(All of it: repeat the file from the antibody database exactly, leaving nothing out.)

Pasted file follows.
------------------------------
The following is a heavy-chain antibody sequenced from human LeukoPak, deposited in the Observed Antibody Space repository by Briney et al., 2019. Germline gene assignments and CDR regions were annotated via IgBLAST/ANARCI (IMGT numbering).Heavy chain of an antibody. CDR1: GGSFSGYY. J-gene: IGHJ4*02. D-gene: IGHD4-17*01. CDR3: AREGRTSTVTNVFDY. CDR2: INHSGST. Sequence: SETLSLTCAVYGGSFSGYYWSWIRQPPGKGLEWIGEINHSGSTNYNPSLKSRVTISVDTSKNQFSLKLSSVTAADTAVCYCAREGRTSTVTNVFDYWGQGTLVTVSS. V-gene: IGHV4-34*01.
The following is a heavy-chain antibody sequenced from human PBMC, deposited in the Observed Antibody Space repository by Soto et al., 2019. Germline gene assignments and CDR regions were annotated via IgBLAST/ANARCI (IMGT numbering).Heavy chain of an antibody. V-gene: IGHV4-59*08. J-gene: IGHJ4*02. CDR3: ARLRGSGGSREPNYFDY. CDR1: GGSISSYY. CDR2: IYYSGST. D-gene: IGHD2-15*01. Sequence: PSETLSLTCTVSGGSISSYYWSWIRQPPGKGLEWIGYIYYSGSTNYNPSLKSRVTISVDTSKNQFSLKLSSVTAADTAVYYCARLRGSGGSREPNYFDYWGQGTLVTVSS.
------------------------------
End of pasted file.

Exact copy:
The following is a heavy-chain antibody sequenced from human LeukoPak, deposited in the Observed Antibody Space repository by Briney et al., 2019. Germline gene assignments and CDR regions were annotated via IgBLAST/ANARCI (IMGT numbering).Heavy chain of an antibody. CDR1: GGSFSGYY. J-gene: IGHJ4*02. D-gene: IGHD4-17*01. CDR3: AREGRTSTVTNVFDY. CDR2: INHSGST. Sequence: SETLSLTCAVYGGSFSGYYWSWIRQPPGKGLEWIGEINHSGSTNYNPSLKSRVTISVDTSKNQFSLKLSSVTAADTAVCYCAREGRTSTVTNVFDYWGQGTLVTVSS. V-gene: IGHV4-34*01.
The following is a heavy-chain antibody sequenced from human PBMC, deposited in the Observed Antibody Space repository by Soto et al., 2019. Germline gene assignments and CDR regions were annotated via IgBLAST/ANARCI (IMGT numbering).Heavy chain of an antibody. V-gene: IGHV4-59*08. J-gene: IGHJ4*02. CDR3: ARLRGSGGSREPNYFDY. CDR1: GGSISSYY. CDR2: IYYSGST. D-gene: IGHD2-15*01. Sequence: PSETLSLTCTVSGGSISSYYWSWIRQPPGKGLEWIGYIYYSGSTNYNPSLKSRVTISVDTSKNQFSLKLSSVTAADTAVYYCARLRGSGGSREPNYFDYWGQGTLVTVSS.